The Sturm College of Law and the Graduate School of Psychology placed among the top 100 in the U.S. News and World Report’s 2009-2010 rankings of the best graduate programs in the country. The law school ranked No. 77 overall, tied with seven other schools, while the school of psychology was No. 91 overall, tied with 10 other schools. The law school jumped 11 spots in ranking this year, from No. 88 last year. Dean José R. (Beto) Juárez, Jr. attributes this jump to an improvement in bar exam pass rates, an increased amount of spending on education and a lower student-to-faculty ratio. Though movement up or down a few spots is common from year to year, Juárez said this year’s significant move up was encouraging. “Moving up in rankings is never going to hurt,” he said. “We are in admissions season right now, and it will certainly help us get more students to enroll, and will help attract more faculty to teach our students.” The Sturm College of Law’s place in the top 100 for the past eight years is a reflection of its “superb faculty, wonderful students, state of the art building and long standing academic programs,” said Juárez. The Department of Psychology’s ranking is also due to a combination of factors, including nationally recognized and respected expert faculty members, said department chair and professor Rob Roberts.
“You are learning from people who are actively contributing to the field you’re learning about,” he said. “The faculty are really helping to push the field forward.” The research-active education that both graduate and undergraduate students receive also contributes to the department’s strength. “Most of our undergraduates work in the lab at some point in their career,” Roberts said. The department is particularly strong in children’s clinical research programs and biologically and psychologically integrated neuroscience, he said. As well as the strength of individual subfields, the department-wide, cross-disciplinary collaboration of faculty and students bolsters the department. This synergistic relationship between subfields creates an “atmosphere of intellectual
excitement,” Roberts said. Though important statistical indicators, rankings are a rough indicator of quality in a program and must be taken with a grain of salt, he said. Like the psychology department’s intellectually exciting atmosphere, the law school also has valuable qualities not accounted for in rankings. Juárez cites the cohesive feeling of the Sturm College as something that doesn’t factor into rankings but sets the college apart. Inside, students are working together, working with faculty and people are talking, which is not something you see in all law schools, he said. “The most difficult for outsiders to recognize are the things that make the Sturm College of Law great,” said Juárez. “It’s a feeling you have when you walk inside the building. It’s a community.”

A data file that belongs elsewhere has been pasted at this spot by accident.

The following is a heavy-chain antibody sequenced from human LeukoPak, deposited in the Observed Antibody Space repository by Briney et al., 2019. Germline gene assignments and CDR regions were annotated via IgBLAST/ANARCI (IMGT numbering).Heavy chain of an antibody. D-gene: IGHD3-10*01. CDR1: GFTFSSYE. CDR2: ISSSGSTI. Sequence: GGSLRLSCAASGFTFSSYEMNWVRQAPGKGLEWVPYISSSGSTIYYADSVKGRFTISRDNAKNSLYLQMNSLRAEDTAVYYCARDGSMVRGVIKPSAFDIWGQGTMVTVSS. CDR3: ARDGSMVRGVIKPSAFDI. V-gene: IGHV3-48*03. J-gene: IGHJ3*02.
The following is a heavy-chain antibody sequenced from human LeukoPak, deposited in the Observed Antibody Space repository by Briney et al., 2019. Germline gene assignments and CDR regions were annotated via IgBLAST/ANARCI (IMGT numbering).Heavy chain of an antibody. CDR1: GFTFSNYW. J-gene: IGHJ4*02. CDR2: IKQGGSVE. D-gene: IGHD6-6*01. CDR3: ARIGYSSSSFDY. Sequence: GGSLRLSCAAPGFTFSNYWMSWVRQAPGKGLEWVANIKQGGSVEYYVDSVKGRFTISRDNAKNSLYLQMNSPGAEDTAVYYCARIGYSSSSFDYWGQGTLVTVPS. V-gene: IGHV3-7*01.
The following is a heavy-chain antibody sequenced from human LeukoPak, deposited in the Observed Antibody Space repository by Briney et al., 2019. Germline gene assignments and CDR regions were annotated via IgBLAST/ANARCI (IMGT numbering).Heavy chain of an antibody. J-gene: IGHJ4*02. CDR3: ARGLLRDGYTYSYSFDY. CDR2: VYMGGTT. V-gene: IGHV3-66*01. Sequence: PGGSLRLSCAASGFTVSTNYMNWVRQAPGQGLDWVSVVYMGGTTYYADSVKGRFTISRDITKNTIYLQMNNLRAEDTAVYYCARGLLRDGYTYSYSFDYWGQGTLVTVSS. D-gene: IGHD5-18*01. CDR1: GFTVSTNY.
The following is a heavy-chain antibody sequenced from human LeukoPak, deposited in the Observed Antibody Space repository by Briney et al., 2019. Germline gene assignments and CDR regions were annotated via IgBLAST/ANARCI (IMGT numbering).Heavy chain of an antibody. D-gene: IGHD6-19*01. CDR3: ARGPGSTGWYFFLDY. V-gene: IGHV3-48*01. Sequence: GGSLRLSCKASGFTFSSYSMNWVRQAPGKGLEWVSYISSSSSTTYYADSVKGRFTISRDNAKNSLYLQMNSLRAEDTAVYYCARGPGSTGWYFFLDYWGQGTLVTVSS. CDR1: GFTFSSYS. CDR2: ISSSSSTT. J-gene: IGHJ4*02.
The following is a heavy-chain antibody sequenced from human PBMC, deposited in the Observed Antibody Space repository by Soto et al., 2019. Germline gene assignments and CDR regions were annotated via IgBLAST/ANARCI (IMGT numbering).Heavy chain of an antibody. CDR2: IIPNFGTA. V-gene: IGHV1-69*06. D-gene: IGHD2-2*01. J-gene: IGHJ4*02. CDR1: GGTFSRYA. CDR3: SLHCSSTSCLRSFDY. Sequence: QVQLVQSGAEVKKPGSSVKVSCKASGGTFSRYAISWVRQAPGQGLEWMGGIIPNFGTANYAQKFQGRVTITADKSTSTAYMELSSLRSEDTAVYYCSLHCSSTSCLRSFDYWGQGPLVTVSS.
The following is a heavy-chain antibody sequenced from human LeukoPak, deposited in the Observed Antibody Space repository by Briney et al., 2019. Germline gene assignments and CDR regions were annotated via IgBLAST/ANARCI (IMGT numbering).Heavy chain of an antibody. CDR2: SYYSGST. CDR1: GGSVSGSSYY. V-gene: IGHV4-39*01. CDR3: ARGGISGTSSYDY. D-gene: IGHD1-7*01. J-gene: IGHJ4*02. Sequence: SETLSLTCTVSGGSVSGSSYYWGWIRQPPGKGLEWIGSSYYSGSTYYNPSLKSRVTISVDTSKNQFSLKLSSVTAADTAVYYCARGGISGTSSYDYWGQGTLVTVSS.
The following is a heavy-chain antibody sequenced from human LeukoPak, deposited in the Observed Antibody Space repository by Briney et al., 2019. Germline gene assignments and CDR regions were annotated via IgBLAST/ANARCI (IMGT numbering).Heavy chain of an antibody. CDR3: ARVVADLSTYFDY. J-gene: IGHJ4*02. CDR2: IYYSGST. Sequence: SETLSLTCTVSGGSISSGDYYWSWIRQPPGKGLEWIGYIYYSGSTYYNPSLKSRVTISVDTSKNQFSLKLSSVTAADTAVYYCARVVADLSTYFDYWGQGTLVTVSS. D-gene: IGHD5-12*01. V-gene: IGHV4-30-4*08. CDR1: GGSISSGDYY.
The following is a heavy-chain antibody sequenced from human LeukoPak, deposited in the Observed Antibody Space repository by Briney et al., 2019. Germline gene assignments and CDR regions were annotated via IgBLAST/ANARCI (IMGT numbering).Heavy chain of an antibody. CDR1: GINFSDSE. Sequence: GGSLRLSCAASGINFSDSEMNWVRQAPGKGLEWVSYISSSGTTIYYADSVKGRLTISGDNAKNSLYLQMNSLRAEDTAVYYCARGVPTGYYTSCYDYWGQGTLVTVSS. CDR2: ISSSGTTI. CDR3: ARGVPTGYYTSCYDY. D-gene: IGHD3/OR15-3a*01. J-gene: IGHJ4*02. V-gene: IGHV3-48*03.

There will be a panel discussion discussing the 1968 political movements from 5-7 p.m. at the Cyber Café in Ben Cherrington Hall. Panel members include professors Alan Gilbert, Haider Kahn and Rob Prince, along with author Ernesto Vigil and private investigator Doug Vaughan.
Tomorrow Pi Lambda Chi will host an event honoring notable Latina women. There will be games and free carne asada served.
An event training class will be
3:50 p.m. A DU student reported his cell phone missing after he left it unattended in Ben Cherrington Hall at 11:30 a.m. Campus Safety responded to the incident.
Tuesday, April 28 12:06 a.m. A Denver Police Department officer witnessed a group break the gate arm and commit vandalism in parking lot L near the Sturm College of Law. While interviewing the group, the officer received another call and the party left the area.
Wednesday, April 29 11:10 a.m. Campus Safety was completing a routine patrol of the floral building when an officer spotted an unattended key ring with university keys.
A report was filed regarding the found possesions.
Thursday, April 30 7:05 p.m. A suspicious party was reported in the Nelson Hall cafeteria. Campus Safety found a person that had previously been issued a trespassing notice by the university. Denver Police Department arrived and arrested the person for trespassing. 11:40 p.m. Campus Safety responded to a noise complaint in Nagel Hall. Officers found empty alcohol containers and ammunition in the room. They disposed of the containers and confiscated the contraband.